In the past five years, Kickstarter has emerged as a legitimate source of funding for startups and entrepreneurs. While banks or traditional investors are likely going to want to see proof that there will be a large, worthwhile return on their investment (sales or letters of intent) Kickstarter is a place for people with great ideas that may not fit conventional funding models.

1 comment on “More than a Store, It’s a Community: Tree Huggers”

More than a Store, It’s a Community: Tree Huggers

Tree Huggers is an environmentally responsible business, dedicated to educating customers in leading environmentally sustainable lives. Owners Angela and Dan Topp, opened their first store in Holland two years ago and a second store on Wealthy Street in Grand Rapids in 2011. Tree Huggers seeks to break down what can be an intimidating process of living and consuming more sustainably into more manageable steps.

0 comments on “Exit: Mock Draft Central”

Exit: Mock Draft Central

For many software entrepreneurs, growing their company quickly and selling it to the highest bidder is the end goal of all their long days and sleepless nights. It may sound easy, but upon successfully exiting his company after growing it for nearly eight years, and going through two rounds of funding in the process, Jason Pliml needed one thing: a break. “You can only put in so many 80-hour weeks before it catches up to you,” Jason said.

0 comments on “High Growth: Mutually Human”

High Growth: Mutually Human

Technology is meaningless without people to use it. The partners of Mutually Human Software recognized this and designed a software development firm that tailors its services to the people who use technology. Since 2006, founding partner and CEO John Hwang, along with partners Mark Van Holstyn and Zach Dennis, have asserted their software strategy and design consultancy in the competitive software market. Thanks to a common philosophy, user experience and compatibility is the primary design imperative and the resulting technologies inspired by Mutually Human become ‘ergonomically comfortable’.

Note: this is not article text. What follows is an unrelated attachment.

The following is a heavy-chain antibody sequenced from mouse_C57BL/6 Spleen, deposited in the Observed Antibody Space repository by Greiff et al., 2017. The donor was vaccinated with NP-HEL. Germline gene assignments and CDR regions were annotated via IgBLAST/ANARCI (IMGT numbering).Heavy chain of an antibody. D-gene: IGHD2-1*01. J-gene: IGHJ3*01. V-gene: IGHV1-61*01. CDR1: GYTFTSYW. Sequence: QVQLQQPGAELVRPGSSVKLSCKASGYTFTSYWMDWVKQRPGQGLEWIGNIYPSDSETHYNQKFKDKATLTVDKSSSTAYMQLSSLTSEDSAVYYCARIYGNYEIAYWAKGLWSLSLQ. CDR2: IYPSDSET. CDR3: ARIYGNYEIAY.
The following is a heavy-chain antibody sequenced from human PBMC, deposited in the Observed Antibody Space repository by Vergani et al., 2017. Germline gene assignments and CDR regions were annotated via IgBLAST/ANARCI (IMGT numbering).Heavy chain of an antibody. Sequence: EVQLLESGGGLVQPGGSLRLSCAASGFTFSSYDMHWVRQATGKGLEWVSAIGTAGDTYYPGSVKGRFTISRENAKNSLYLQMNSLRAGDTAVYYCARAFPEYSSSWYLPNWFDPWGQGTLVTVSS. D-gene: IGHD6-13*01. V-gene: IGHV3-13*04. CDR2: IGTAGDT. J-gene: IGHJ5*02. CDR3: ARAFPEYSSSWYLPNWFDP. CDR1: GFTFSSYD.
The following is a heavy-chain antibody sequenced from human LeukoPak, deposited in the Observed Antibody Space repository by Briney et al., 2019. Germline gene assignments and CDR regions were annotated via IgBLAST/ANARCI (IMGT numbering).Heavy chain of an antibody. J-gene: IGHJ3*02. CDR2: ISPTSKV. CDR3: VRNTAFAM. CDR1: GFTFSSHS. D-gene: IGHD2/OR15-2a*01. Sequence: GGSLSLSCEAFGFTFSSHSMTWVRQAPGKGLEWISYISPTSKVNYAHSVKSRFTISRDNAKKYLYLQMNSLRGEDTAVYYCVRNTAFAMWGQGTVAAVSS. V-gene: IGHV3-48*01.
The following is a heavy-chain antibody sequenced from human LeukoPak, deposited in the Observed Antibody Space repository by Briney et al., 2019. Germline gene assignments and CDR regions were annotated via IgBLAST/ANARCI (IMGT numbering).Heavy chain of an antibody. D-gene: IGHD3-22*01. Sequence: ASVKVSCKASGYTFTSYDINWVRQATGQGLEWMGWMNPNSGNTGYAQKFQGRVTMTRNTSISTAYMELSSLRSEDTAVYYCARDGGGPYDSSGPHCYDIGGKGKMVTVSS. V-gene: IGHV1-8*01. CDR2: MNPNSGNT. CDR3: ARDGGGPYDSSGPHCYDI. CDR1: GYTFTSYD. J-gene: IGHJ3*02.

0 comments on “Early Stage: Flip Learning”

Early Stage: Flip Learning

Chris Spielvogel’s path to becoming the CEO of a tech startup started on sabbatical from a position as a tenured professor at Hope College in Holland, Michigan.  Two seed accelerators, two business partners, and a few employees, Chris’ product, “Flip Learning” is on its way to mass commercialization.

In the classroom for over 12 years, Chris Spielvogel could not help but see a need for a more compelling way to teach students.  The traditional model of a lecturer talking to students about material from a textbook, despite all efforts, was simply not connecting with students.

0 comments on “Putting the “Ability” in Disability”

Putting the “Ability” in Disability

The Successes of Entrepreneur James R. Albright

Rain poured down his face as he waited outside an entrance on Grand Valley’s campus. He was cold and wet. The broken handicap button separated him and his wheelchair from the dry inside. At this point, he knew something had to change.

This describes the event which prompted James R. Albright (Jim), to develop Albright Insights. The technology driven problem-solving organization focuses on creating cutting-edge mobile accessibility and navigation applications. Albright Insights’ first project is a mobile application called XcessAble; a wordplay referring to the handicap accessibility features it provides. Architectural specifications for a building are detailed in the application database: accessible building entrances, location of restrooms, heights of faucets and more. As a user accesses the application, the database of specifications is cross-referenced against the user’s physical capabilities to deliver a custom layout of the building. The mobile application, though a powerful tool, is only the first step to raise awareness for people with disabilities.

0 comments on “Uptown Kitchen”

Uptown Kitchen

Food-preneurs Get a Kitchen

Her idea stemming from a business class at Calvin College, Kelly LeCoy soon acquired the seed capital needed to create a kitchen facility that helps food inspired entrepreneurs create their own culinary venture.

The National Restaurant Association estimates that roughly two-thirds of each dollar earned is allocated to food, beverages and labor for a restaurant. This figure does not include cost of facilities, equipment or the learning-curve needed to meet regulatory standards.